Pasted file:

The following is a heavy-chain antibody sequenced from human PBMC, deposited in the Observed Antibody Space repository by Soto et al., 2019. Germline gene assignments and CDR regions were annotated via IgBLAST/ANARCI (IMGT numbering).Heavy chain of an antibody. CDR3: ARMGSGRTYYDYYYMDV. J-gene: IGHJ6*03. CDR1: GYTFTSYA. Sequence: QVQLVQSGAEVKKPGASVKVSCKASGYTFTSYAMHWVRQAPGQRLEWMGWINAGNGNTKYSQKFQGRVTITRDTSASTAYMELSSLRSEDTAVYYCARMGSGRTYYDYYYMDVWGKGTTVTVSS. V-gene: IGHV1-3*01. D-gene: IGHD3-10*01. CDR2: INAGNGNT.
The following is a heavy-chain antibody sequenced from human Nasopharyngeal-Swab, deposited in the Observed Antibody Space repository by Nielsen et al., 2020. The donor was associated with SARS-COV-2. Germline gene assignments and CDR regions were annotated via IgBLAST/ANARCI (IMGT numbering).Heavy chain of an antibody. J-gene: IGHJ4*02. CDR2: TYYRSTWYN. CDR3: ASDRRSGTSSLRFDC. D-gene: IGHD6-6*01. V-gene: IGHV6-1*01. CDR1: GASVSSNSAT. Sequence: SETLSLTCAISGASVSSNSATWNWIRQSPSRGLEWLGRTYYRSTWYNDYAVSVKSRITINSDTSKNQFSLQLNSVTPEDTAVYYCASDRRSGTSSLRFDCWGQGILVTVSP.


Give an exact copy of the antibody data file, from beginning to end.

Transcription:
The following is a heavy-chain antibody sequenced from human PBMC, deposited in the Observed Antibody Space repository by Soto et al., 2019. Germline gene assignments and CDR regions were annotated via IgBLAST/ANARCI (IMGT numbering).Heavy chain of an antibody. CDR3: ARMGSGRTYYDYYYMDV. J-gene: IGHJ6*03. CDR1: GYTFTSYA. Sequence: QVQLVQSGAEVKKPGASVKVSCKASGYTFTSYAMHWVRQAPGQRLEWMGWINAGNGNTKYSQKFQGRVTITRDTSASTAYMELSSLRSEDTAVYYCARMGSGRTYYDYYYMDVWGKGTTVTVSS. V-gene: IGHV1-3*01. D-gene: IGHD3-10*01. CDR2: INAGNGNT.
The following is a heavy-chain antibody sequenced from human Nasopharyngeal-Swab, deposited in the Observed Antibody Space repository by Nielsen et al., 2020. The donor was associated with SARS-COV-2. Germline gene assignments and CDR regions were annotated via IgBLAST/ANARCI (IMGT numbering).Heavy chain of an antibody. J-gene: IGHJ4*02. CDR2: TYYRSTWYN. CDR3: ASDRRSGTSSLRFDC. D-gene: IGHD6-6*01. V-gene: IGHV6-1*01. CDR1: GASVSSNSAT. Sequence: SETLSLTCAISGASVSSNSATWNWIRQSPSRGLEWLGRTYYRSTWYNDYAVSVKSRITINSDTSKNQFSLQLNSVTPEDTAVYYCASDRRSGTSSLRFDCWGQGILVTVSP.